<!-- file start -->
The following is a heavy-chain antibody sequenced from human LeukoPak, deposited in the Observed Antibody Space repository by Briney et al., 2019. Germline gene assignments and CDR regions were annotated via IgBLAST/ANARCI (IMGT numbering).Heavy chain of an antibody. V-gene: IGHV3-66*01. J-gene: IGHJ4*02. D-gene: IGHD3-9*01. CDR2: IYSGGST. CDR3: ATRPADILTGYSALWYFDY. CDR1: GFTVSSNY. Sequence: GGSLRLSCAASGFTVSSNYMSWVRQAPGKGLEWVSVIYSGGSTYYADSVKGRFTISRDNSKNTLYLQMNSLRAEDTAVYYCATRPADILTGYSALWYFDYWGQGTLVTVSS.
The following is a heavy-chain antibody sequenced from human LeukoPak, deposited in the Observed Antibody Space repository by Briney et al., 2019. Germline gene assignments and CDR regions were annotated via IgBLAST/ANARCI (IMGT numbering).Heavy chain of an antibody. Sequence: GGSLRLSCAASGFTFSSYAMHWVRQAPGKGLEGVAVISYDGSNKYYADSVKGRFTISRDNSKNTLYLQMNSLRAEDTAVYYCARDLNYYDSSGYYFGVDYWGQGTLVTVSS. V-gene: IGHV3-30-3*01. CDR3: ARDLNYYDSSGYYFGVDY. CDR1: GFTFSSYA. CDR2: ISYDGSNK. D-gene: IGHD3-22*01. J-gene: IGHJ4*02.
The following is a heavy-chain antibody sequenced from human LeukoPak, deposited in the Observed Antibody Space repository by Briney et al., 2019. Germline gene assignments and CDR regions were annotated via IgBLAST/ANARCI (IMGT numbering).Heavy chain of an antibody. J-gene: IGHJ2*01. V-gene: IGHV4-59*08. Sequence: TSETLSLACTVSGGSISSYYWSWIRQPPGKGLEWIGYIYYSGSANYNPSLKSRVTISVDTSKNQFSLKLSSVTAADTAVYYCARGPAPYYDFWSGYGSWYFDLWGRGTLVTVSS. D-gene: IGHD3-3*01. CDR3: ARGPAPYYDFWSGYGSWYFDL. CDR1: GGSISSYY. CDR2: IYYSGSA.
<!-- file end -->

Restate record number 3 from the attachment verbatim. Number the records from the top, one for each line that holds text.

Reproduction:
The following is a heavy-chain antibody sequenced from human LeukoPak, deposited in the Observed Antibody Space repository by Briney et al., 2019. Germline gene assignments and CDR regions were annotated via IgBLAST/ANARCI (IMGT numbering).Heavy chain of an antibody. J-gene: IGHJ2*01. V-gene: IGHV4-59*08. Sequence: TSETLSLACTVSGGSISSYYWSWIRQPPGKGLEWIGYIYYSGSANYNPSLKSRVTISVDTSKNQFSLKLSSVTAADTAVYYCARGPAPYYDFWSGYGSWYFDLWGRGTLVTVSS. D-gene: IGHD3-3*01. CDR3: ARGPAPYYDFWSGYGSWYFDL. CDR1: GGSISSYY. CDR2: IYYSGSA.